Monday, October 13, 2014

One Way Ticket to Love (1959) - Hulu Plus

Criterion had a 50% off sale.  I took that as an opportunity to finally try Hulu Plus since they have a lot of Criterion films on there.  I could sample the first 20 minutes of films I might find worth buying.  I will maybe come back to this neglected blog to talk about them.  But I have this trial and I did queue up in just the Criterion films: 159 films.  That's a lot of movies.  It's certainly longer than just a 2 week trial.  I'll go ahead and pay for one month, why not?  I'm certainly getting my money's worth. 

Hulu doesn't really advertise that they have Criterion and Janus films on there.  They do in abundance.  The best I've experienced so far is One Way Ticket To Love.  I wish I could read the Japanese title, but I can't.

I'm going to try and not spoil it.  But if I fail at that stop at this paragraph.  It is a Japanese film from 1959.  It is something of a love story.  It is something of a marketing tool for the same title single.  In 2014 it is a fantastic B-movie experience.  In the context of 1959 it is astounding it exists.  All the characters have more depth then you expect.  It is above all a tragedy.

Now I'm going to try and talk about the actual film without spoiling it.  The main theme throughout is Japanese culture's guilt duty.  Very good sociological term I made there.  Because of being given an opportunity a character is required to do one thing.  Because of the social bubble they have entered into they are now part of that social bubble.  That social bubble requires they do another.  Each character also has a life outside of that social bubble.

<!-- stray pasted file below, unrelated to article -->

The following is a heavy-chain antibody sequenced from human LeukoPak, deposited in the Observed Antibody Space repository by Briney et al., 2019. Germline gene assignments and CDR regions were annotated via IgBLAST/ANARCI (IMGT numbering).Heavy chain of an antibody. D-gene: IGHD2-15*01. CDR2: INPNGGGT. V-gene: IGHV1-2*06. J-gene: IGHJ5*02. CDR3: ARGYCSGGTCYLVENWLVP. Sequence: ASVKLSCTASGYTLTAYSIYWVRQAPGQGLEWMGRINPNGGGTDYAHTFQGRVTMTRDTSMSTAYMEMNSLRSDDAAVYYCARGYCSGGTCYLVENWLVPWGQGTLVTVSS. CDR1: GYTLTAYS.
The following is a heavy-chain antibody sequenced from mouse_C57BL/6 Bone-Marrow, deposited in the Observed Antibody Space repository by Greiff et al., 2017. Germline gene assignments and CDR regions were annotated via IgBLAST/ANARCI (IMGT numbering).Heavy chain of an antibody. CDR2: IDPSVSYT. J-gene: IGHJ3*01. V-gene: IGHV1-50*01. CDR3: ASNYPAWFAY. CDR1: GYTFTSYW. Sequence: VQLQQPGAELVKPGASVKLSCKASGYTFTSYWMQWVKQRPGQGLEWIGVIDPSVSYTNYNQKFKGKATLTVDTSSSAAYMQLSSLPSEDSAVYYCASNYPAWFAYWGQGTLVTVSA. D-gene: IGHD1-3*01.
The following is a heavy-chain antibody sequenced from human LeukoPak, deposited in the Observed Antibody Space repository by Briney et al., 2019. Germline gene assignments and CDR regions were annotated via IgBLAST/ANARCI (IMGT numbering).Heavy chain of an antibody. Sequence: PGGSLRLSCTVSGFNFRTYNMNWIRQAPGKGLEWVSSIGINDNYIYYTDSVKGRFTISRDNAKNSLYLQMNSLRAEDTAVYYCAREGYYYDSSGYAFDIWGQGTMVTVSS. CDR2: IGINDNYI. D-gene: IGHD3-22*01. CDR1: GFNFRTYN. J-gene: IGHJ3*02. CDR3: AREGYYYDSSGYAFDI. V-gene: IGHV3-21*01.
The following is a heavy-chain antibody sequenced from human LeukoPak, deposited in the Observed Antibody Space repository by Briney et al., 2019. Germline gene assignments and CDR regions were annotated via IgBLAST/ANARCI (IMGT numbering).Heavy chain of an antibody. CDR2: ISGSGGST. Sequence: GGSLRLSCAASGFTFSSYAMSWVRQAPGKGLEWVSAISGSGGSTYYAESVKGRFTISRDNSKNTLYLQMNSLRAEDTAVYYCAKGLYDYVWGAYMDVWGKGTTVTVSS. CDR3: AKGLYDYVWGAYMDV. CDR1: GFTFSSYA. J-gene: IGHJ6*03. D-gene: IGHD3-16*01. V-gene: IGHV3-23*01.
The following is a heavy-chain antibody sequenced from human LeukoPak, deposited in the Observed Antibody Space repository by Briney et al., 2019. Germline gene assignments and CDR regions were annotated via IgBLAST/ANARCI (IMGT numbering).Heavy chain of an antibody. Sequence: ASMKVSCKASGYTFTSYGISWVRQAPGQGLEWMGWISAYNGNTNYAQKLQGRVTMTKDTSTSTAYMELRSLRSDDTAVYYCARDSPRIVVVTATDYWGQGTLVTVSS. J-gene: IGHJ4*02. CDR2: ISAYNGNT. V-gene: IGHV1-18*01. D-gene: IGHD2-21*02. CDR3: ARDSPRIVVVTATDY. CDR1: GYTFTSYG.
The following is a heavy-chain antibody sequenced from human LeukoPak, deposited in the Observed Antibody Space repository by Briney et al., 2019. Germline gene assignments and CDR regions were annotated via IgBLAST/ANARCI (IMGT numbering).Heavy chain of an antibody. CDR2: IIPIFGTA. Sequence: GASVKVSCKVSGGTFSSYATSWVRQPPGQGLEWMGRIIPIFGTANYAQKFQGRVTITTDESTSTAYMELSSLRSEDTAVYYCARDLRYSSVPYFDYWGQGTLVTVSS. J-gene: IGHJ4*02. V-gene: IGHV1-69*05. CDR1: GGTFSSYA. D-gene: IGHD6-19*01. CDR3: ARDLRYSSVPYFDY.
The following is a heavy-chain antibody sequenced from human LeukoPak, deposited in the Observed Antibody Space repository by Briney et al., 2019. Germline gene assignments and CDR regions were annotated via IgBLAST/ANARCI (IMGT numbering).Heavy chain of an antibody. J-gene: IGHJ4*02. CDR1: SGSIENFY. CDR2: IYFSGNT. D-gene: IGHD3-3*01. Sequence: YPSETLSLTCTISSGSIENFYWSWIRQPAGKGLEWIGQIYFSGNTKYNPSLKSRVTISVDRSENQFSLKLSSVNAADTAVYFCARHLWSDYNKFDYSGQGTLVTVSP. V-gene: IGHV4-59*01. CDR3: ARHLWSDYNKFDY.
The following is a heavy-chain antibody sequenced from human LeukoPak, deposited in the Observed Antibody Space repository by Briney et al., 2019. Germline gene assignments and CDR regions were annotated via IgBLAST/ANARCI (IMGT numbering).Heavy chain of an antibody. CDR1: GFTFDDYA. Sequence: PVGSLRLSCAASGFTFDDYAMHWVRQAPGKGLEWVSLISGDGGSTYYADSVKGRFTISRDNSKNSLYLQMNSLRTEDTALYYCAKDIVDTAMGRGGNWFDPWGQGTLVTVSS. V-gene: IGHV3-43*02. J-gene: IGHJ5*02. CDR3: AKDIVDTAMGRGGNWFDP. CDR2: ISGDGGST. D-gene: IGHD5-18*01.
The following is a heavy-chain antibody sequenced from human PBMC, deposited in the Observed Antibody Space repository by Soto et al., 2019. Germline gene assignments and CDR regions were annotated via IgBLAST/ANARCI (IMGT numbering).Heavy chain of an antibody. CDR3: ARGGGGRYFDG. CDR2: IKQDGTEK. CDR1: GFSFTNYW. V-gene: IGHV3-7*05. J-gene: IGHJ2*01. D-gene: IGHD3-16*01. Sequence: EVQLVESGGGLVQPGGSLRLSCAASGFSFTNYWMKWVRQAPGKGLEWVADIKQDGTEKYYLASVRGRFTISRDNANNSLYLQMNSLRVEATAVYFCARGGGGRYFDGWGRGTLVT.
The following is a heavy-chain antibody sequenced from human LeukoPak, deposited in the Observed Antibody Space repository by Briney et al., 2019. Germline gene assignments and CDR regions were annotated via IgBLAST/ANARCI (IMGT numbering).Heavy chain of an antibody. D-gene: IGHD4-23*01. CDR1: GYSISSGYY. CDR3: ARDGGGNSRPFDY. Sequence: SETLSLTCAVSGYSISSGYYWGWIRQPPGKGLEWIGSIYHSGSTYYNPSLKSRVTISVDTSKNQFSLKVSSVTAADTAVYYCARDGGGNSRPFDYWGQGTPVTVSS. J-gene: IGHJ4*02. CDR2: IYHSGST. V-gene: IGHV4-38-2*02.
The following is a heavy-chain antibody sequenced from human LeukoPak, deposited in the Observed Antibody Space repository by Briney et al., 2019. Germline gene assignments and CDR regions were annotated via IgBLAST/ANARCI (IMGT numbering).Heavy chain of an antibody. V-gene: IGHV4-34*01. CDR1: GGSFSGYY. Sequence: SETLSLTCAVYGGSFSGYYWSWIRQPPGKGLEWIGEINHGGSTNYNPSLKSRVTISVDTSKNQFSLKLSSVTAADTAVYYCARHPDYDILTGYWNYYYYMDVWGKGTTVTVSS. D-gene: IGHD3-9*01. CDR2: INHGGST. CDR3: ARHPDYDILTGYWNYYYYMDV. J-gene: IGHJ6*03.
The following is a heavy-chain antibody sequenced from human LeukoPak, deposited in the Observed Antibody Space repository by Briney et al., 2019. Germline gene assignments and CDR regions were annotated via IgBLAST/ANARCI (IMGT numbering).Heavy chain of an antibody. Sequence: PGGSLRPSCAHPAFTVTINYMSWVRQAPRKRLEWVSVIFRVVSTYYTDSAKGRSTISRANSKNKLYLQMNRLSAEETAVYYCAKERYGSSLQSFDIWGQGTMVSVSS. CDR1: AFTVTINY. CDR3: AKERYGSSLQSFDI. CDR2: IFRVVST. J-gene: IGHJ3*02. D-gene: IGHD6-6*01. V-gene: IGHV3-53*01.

I said it was a love story.  It's a love story in the same way that Romeo and Juliet is a love story. So it's a lust story. Yes, Rudie, I guess you could say that. The various loves in the story line up with the guilt duty into making a Wire style poster board of allegiences and debts. 

Each character feels like a stereotype seen in various films of the time.  They rise above it to become people that you believe in their actions.  While you could say that almost every problem in the film is solved by just walking away most of them can't and by J-society they definitely can't. 


A gun will eventually makes its appearance.  It will begin to change hands.  The predicted target of the gun will continue to change.  Eventually the gun goes off.  And then the film ends.  The ending shot is heartbreaking. 

I'm having such a good time thinking about this film.  I'm going to have to get a copy somehow.  It's only on HuluPlus.  If this is the best film I get out of the experience that's okay.  It is a fantastic film.  I want other people to see it so I can talk to them about it.

Tuesday, October 7, 2014

東狂アルゴリズム Toukyou Algorithm

So I went to a last show of Tokyo  Algorithm right before I moved back to America.  It was a cool show and kind of sad because they were a real cool band.  I decided to look them up again last night.  Turns out they are playing a shows again.  They were indie as fuck back then self making all their CDs.  Now the singer has a record label that is various shades of j-punk.

Link to sampler

They just released a sampler that comes out TODAY.  One of the bands sounds exactly like Jeff Rosenstock's Ska Band.  Also it is pretty dang obvious when Toukyou Algorithm actually comes on the station.  I'd like their new song, or any of their back catalog that has disspeared because they were indie as fuck so if you didn't go to their shows you didn't get their stuff.

But their "main" album is on US iTunes and you can get it right now!  Just search for Tokyo Algorithm!  It's right there.  It's fantastic!  it has music like this:

There name is Toukyou.  It sounds like the city but the kanji is written as "EAST" "LUNATIC" as opposed to "EAST" "CAPITAL".  And if this music isn't your thing I'm sorry.